Evening smoke and smog hanging over Hastings has put the city in breach of the National Environment Standards (NES) for air quality three times already this winter season.
The amount of PM10, or fine particle matter, released into the air primarily from home wood burners, exceeded the NES during the final two days of May and the first day of June.
The Government put Hawke's Bay Regional Council in charge of making sure Hastings and Napier did not breach the air quality standards.
Hastings' highest number of breaches was 28 in one year and Napier averaged about three to five.
Regional council set a target for Hastings to not exceed the standards more than three times per year from September 2016 and then no more than once a year from September 2020. Napier would be allowed to exceed the standard only once a year, from September 2016. The Art Deco city has had no breaches so far this year.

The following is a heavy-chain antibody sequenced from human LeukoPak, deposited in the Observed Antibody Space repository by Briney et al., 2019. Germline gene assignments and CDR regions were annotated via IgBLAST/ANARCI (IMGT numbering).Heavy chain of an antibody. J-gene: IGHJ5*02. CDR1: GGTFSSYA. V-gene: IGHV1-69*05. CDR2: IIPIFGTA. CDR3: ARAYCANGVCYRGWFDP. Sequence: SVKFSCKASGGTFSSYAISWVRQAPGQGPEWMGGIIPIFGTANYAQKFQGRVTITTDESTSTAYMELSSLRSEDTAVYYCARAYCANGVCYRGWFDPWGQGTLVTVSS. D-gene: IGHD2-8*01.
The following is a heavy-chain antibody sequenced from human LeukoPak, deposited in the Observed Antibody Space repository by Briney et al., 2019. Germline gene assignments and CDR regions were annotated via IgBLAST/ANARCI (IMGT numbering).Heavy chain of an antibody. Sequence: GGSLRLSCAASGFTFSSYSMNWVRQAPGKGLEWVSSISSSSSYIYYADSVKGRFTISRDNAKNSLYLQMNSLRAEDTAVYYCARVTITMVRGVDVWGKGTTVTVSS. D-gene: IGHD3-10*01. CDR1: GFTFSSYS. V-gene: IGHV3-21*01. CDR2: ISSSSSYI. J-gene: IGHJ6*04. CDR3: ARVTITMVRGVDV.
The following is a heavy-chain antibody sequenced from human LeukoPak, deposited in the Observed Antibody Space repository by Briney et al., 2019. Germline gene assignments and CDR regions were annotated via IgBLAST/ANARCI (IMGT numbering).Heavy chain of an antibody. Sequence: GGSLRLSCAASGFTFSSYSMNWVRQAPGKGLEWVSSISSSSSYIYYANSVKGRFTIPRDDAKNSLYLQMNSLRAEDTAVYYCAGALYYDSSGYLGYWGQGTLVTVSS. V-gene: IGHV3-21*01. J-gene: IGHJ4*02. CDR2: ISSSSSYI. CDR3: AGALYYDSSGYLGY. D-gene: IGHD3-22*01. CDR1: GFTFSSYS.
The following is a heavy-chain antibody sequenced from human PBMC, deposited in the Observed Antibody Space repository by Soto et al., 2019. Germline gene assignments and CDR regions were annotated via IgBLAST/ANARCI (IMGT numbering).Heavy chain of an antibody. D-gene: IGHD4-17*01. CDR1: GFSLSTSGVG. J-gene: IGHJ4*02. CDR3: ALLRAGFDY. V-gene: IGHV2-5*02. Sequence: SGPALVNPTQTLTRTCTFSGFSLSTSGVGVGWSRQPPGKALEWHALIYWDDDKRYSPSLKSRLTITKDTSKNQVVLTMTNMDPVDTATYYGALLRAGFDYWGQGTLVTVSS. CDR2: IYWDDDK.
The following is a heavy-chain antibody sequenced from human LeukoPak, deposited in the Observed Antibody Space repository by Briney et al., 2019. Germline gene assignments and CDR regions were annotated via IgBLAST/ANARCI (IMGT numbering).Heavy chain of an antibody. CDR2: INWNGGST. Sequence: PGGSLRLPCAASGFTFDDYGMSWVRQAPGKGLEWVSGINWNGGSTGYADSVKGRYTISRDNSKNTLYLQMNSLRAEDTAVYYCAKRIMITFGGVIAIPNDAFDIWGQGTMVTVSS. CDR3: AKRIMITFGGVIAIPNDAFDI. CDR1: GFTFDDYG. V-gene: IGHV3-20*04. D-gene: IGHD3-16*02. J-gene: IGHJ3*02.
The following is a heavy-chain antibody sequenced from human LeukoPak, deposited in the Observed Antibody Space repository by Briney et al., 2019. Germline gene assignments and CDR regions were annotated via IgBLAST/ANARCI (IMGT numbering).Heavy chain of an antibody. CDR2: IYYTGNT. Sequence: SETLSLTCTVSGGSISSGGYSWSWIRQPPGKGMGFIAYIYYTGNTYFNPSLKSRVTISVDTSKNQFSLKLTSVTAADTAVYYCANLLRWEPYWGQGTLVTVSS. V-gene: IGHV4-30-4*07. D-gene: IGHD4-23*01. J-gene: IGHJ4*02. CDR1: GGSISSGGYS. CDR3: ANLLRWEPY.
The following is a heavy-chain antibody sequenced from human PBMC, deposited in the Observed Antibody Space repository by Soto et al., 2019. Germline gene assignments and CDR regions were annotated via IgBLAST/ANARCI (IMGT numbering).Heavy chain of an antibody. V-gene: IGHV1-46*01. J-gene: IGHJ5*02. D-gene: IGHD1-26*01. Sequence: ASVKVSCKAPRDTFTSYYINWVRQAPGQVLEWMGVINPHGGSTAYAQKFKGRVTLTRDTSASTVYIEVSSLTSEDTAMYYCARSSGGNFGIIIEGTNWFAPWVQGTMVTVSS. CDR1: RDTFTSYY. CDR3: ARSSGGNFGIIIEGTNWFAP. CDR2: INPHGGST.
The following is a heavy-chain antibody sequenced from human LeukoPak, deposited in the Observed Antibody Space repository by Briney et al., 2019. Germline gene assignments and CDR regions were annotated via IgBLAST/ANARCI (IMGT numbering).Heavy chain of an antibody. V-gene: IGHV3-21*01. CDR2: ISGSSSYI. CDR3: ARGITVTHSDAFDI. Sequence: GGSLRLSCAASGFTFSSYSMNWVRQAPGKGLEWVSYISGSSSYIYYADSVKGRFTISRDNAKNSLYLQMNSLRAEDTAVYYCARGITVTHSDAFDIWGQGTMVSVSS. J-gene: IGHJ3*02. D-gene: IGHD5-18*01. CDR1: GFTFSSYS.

Regional council senior scientist climate and air Dr Kathleen Kozyniak said the air quality breaches were a disappointing start to winter.
"Our main focus has been to help people convert to cleaner forms of heat, that's the push we've had in terms of offering subsidies for people to get clean heating systems.
"There is currently a ban on open fires in the air zones of Napier and Hastings and we will soon see the start of phasing out of some of the older type wood burners."
A push on removing or replacing older wood burners would be phased in from January 2014, focusing on burners installed prior to December 31, 1995.
Dr Kozyniak said the weather had an impact on the air quality over Napier and Hastings which often determined whether the standards were exceeded.
"Napier is closer to the coast and gets a bit more wind which can disperse it (smoke particles).
"Napier can also be a degree warmer in temperature than Hastings."
With little evening wind over Hastings, the smoke tends to linger longer over the city.